Wednesday, December 01, 2010

Darkfever by Karen Marie Moning

Darkfever (Fever, #1)Darkfever by Karen Marie Moning

My rating: 5 of 5 stars

Darkfever took me on a very dark ride, but I enjoyed myself immensely. Ms. Moning delivers with her concept of the Fae, and with this story of the inception of a young woman's crusade to find out who murdered her sister and why. Along with Mac, I was thrown to the wolves, exposed to the cruel, ruthless, and extremely scary nature of the Fae. I am very interested in stories that show Faeries not as the cute, glittery sprites that dance around flowers and giggle in high-pitched voices, but the otherworldly type, who view humans as objects to be used and discarded, when they aren't ignored as beneath their notice. Call me weird, I guess. If I am, then Ms. Moning and I am on the same wavelength here.

Mac was a very interesting character. She seemed shallow and immature, but she wasn't. I saw her evolve very quickly as a person, and show that underneath the pink nails, perfect blonde hair, and always coordinated fashions, there was a strong woman who could hold her own. I am very close to my sister, and this book hit home with me. I can't imagine how Mac would have felt, and I don't want to. Having your sister be alive and then the next, horribly murdered. That is an awful place to be in. And to find out about your hidden heritage as a sidhe-seer, and that the Fae are ruthless, cruel and dangerous beings, and you might be one of the few who can stand against them if they decide to take over the world. Wow! Just wow! I'd say she stood up great under all that pressure.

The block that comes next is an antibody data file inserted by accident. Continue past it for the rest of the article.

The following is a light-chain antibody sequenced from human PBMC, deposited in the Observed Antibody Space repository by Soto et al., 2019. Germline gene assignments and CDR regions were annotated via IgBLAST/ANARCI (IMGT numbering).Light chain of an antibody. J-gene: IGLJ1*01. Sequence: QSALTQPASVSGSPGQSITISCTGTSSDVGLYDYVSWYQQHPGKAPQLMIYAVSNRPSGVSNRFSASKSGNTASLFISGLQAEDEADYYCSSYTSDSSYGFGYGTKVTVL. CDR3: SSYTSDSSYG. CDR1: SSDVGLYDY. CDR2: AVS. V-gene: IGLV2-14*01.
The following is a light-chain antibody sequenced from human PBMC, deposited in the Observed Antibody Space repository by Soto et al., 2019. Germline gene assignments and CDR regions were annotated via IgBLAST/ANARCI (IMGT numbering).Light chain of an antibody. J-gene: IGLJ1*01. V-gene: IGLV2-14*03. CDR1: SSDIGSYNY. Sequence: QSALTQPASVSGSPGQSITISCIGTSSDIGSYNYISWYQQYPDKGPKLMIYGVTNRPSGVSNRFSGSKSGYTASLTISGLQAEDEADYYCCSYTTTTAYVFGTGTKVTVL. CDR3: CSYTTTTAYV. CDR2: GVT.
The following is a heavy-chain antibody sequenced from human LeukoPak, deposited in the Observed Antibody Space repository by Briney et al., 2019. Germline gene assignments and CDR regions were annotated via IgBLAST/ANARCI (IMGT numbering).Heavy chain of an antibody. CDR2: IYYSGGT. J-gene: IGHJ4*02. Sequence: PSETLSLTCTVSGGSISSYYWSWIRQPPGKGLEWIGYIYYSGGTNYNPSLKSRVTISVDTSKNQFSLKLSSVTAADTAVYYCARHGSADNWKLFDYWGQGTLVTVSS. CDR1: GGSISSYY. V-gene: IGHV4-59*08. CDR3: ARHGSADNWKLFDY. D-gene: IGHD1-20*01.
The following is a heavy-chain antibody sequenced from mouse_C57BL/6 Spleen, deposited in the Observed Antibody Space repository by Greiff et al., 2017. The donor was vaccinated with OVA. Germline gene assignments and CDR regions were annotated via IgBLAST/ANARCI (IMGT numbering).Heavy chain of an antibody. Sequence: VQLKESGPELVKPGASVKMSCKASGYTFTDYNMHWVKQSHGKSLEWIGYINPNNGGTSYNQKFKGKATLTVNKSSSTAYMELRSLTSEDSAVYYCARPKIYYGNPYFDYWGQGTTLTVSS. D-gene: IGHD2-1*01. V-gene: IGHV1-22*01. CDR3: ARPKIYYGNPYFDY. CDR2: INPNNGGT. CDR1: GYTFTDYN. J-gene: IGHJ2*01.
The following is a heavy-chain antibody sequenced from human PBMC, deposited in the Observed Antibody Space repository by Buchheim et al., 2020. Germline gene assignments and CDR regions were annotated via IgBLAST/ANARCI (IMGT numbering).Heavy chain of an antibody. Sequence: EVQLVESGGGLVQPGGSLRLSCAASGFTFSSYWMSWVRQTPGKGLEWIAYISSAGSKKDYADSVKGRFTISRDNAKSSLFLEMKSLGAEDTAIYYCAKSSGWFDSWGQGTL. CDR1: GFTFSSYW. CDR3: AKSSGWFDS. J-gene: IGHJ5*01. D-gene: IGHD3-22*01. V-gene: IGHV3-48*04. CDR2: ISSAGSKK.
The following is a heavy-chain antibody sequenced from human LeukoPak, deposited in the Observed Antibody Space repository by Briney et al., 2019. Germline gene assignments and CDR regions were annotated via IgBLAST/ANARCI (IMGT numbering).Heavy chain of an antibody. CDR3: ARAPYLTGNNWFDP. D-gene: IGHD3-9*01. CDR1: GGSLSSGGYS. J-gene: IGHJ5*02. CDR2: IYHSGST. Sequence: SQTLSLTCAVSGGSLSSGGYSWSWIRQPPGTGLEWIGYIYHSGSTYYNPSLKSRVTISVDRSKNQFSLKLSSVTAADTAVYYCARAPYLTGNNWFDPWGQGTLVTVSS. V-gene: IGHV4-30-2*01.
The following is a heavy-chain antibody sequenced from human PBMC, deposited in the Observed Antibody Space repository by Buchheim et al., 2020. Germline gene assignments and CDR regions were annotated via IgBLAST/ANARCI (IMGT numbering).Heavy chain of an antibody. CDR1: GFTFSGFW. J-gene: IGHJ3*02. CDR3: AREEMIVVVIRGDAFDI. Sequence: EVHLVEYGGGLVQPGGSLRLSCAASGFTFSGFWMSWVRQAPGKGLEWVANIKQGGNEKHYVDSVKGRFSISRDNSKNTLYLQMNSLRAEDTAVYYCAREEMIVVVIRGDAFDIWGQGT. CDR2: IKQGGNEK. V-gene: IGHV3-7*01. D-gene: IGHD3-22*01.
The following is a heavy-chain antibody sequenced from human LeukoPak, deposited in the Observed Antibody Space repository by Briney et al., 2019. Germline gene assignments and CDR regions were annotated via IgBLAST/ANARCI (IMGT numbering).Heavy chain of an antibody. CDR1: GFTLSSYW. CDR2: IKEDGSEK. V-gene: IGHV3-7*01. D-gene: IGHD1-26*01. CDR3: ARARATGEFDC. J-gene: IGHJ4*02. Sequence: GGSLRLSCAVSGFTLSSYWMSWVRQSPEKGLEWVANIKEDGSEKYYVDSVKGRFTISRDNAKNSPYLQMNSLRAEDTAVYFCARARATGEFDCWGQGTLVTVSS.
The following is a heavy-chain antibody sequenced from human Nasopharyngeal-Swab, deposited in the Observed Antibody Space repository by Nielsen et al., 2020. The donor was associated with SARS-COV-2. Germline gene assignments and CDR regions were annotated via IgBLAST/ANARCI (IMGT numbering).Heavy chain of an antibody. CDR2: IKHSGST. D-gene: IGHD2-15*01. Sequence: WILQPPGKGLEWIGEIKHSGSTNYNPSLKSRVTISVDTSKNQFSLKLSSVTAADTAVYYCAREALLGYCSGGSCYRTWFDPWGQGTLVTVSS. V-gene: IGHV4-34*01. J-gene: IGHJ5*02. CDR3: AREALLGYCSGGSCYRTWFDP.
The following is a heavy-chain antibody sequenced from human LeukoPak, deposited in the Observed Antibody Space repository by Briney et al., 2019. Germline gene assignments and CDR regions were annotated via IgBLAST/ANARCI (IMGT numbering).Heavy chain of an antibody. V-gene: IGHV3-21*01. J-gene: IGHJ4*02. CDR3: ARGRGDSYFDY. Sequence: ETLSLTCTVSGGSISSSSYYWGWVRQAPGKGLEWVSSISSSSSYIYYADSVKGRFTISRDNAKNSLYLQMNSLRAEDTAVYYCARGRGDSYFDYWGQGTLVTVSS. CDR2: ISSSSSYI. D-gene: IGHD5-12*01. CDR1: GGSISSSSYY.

And Barrons. I had heard about the guy. He was even better than I expected. Erudite, cultured, dangerously intelligent, powerful, good-looking, and with a hidden agenda and nature that kept me intrigued. He's manipulative and cuttingly sarcastic, but he saves Mac's life and gives her shelter, and even better, helps her to find the means to survive in a world that doesn't make a bit of sense, and to come into her destiny as a power sidhe-seer. Oh, and he owns a bookstore, a really nice one. That's another plus. I was thinking he was like Giles from Buffy the Vampire Slayer, with a little bad boy thrown in for flavor. But my mother nailed it, as she often does! He's actually like Wesley, well Bad Wesley (after he betrays Angel and gets his throat cut). She is so right, and I loved the comparison, since I adore Wesley (good/nerdy and Bad/dangerous Wesley both). Anyway, Barrons....Loved him! I thought that there was a great dynamic between Barrons and Mac, sort of a sensei/student, sidekick, antagonistic partner/frenemies, and could be something more (with the tons of sexual chemistry between them).

I've been a fan of Ms. Moning for years, since I've read most of her Highlander books, but I have to say that this book really cements my admiration for her. She writes the Fae very, very well (beautiful/ugly, otherworldy, and very dangerous), and she managed to write a story that engaged me on many levels. There were the dark elements, the humor, the appeal of an ancient, foreign city that was so exquisitely described in the narrative, a likeable heroine who had depths, and I was able to see evolve in a good way over the course of the book, a fantastic antihero, bad boy like Barrons calling my name, and very scary, intense adversaries. This book was primo. I have definitely gotten the Fever, and I want more!

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